Book recounts battle against residential fires in wake of Hurricane Sandy, including involvement of local fire fightersPublished 8:57am Wednesday, August 27, 2014
Firefighters are described as a “band of brothers.”
When the Elizabethton Fire Department’s firefighters learned that their brothers in Breezy Point, a neighborhood in New York City, needed help in the aftermath of Hurricane Sandy, they answered that call.
Seven EFD members traveled 12 hours on Dec. 1, 2012, to reach the community that had been devastated; first by flooding from the hurricane, and then from a fire that spread through the neighborhood destroying 126 homes.
Their journey is chronicled in a new book, “The Battle for Breezy Point,” by Sebastian Danese, captain of the Breezy Point Volunteer Fire Department. The book tells the story of one of the largest residential fires in the history of New York City, which occurred in Breezy Point on Oct. 29, 2012. The fire occurred on the same night that Hurricane Sandy made landfall and destroyed an additional 202 homes and damaged yet another 2,219 homes.
Many of the homes destroyed belonged to first responders in New York, which led to a call for help to other first responders to help get those homes repaired.
That request for help captured EFD Captain Steve Murray’s attention.
Murray said he was looking through Facebook one night when he read a request for help for the Breezy Point Volunteer Fire Department. He got in touch with Danese and plans were put in place to go to New York.
Murray, along with EFD Sgt. David Shouse, engineers Howard McAninch and Tony Edwards, and firefighters Jerry Smith, Jeremiah Tolley and Dalton Williams, made the 12-hour drive to New York.
“I said, ‘Guys, who wants to go to New York to help?’” Murray said. “I read them the Facebook post and they said ‘OK, we’ll go.’ I told them I was serious and they said they wanted to leave that Sunday.”
After working out the details with Danese, Murray and the other EFD members started working to gather donations to help with the cost of the trip. Murray said they left with $1,800 donated by local businesses and a 12-passenger van supplied by Enterprise Rent-a-Car for their trip.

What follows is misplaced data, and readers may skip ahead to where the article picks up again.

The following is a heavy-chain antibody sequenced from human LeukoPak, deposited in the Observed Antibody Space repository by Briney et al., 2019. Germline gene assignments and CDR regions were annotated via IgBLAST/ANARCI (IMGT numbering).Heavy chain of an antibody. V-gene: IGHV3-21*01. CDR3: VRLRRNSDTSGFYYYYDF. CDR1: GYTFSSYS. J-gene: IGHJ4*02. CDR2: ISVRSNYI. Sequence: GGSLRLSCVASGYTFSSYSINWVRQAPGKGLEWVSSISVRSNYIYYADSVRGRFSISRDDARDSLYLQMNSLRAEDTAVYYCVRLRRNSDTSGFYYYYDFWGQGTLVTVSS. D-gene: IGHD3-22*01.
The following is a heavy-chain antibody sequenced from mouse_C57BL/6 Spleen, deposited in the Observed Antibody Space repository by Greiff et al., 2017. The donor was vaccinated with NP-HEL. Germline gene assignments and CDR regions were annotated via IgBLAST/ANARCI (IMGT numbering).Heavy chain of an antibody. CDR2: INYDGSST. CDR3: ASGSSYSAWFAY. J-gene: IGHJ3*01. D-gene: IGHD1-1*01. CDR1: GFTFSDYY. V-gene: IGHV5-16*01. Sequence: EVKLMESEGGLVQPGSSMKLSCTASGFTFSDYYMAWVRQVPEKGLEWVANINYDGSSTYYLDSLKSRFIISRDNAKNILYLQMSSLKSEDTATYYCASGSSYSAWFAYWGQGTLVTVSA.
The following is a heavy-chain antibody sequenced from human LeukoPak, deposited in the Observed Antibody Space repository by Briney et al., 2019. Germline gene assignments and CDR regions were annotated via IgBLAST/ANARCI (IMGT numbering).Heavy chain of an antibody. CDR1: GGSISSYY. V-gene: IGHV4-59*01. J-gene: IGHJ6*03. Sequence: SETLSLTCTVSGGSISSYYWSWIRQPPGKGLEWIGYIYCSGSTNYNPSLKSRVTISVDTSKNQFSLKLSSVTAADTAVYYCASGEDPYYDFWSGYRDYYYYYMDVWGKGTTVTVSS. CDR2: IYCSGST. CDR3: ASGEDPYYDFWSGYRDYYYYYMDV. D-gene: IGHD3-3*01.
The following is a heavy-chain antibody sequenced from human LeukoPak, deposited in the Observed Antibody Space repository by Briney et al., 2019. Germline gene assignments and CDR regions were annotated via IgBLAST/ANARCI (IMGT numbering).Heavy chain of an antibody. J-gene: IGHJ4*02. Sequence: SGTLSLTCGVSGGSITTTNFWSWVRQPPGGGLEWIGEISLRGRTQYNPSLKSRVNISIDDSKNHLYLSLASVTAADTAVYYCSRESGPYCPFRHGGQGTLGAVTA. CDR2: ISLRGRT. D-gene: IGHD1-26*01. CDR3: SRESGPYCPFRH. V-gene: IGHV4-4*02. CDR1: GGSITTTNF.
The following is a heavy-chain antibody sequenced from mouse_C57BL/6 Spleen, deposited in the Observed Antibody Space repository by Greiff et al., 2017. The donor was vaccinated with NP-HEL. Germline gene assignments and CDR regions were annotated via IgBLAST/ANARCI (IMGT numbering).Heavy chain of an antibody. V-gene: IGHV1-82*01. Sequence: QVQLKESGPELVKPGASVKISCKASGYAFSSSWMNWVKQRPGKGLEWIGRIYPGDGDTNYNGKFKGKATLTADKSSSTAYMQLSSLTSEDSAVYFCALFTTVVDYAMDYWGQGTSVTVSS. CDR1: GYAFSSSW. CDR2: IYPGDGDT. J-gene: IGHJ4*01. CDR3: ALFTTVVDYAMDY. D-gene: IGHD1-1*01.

Murray noted that not all of the money was spent, and what was left over was put in a fund the EFD could use if there was ever another instance to help fellow first responders.
“We hope that we won’t have to do it again, but if we do, then it is there when we need it,” he said.
The EFD firefighters stayed in Breezy Point for one week. During that time, they did what was called “pump and gut.” Murray said that even though it had been more than a month since the fire and hurricane, many homes were still flooded and power was still off to the neighborhood.
The volunteers worked to pump the floodwater from the homes and then gutted the structures from around the four-foot height mark to the floor.
On their first day, the group was assigned to the Breezy Point Medical Center. They had the building “gutted” by noon and were ready for another assignment.
They also helped clear fallen trees and helped in individual homes that were damaged.
While there, the group visited New York City on their first night. One of the highlights of the trip was visiting the 9-11 memorial.
“It was truly sacred ground,” Murray said. “Out of all the noise in New York City, it was quiet. There was no rush.”
While the firefighters quickly turned their idea of helping heal a faraway community into action, and though their time there was limited, the impact has proved long-lasting.
In Breezy Point for just a week, Murray said the firefighters had made “friends for life,” and that they remain in touch with people they had met and worked with on their trip.
In fact, there are plans to repay their hosts for their glimpse of the Big Apple with a look at the Big Orange: Some of New York firefighters plan to visit Elizabethton and attend a University of Tennessee football game.